Up to 40 percent of Tuberculosis cases in Kenya are not detected early enough and are usually missed which contributes to high cycle of transmission.
Dr. Meshack Ndirangu, Amref Health Africa Country Director for Kenya said if TB cases were detected early, the country can manage to curb transmission of the disease.
Speaking at the ongoing 4th Kenya International Lung Health Conference and Exhibition in Nairobi, Dr. Ndirangu noted the undetected and untreated TB cases contributes to a cycle of transmission of the diseases.
Kenya is ranked 14th among high TB-burden countries that contribute to 80 per cent of the global TB burden and Dr. Ndirangu said that AMREF is thus focusing on innovative approaches to identify undetected and untreated TB cases.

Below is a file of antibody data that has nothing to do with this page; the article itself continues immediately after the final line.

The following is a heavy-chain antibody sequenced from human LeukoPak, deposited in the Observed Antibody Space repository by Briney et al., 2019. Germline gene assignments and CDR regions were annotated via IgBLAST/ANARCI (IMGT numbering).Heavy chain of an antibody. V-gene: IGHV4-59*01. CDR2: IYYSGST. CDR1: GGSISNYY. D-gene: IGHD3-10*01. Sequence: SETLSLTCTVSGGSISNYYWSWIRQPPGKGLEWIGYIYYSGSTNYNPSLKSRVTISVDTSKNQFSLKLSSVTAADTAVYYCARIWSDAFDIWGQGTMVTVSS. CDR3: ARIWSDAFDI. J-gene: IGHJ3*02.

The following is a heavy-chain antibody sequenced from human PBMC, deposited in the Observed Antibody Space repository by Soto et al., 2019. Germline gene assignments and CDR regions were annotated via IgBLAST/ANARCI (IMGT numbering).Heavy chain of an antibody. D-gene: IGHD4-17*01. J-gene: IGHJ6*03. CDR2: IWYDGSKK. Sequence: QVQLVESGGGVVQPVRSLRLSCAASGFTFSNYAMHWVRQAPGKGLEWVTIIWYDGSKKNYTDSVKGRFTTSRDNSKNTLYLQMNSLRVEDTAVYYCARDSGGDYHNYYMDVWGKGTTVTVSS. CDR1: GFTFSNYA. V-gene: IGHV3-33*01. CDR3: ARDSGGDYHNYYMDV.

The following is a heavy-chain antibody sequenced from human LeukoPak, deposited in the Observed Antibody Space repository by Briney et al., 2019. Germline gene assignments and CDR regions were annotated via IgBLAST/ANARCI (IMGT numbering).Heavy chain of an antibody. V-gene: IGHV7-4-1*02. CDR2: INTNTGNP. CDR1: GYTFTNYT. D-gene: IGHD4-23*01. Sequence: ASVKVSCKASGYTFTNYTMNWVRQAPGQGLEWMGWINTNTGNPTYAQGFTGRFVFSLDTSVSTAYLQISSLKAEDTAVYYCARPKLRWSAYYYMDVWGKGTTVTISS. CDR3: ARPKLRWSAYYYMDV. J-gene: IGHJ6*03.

Our interventions address TB care and prevention, Drug Resistant Tuberculosis, TB/HIV, key populations, training of health workers, and monitoring and evaluation. We are also looking at innovative approaches to finding missing cases, he said.
The Health Cabinet Secretary, Dr. Cleopha Mailu said that it was important to promote the lung health agenda because Kenya continues to bear a large burden of lung disease.
According to Kenya’s inaugural TB prevalence survey, which was released earlier in March this year, poverty and social deprivation are key contributory factors to Kenya’s large TB disease burden.
The survey indicated that there are more than 126,000 people living with TB in Kenya and thus this year’s conference focuses primarily on fighting TB, promoting early detection and highlighting the correlation between TB and poverty
Source: Kenya News Agency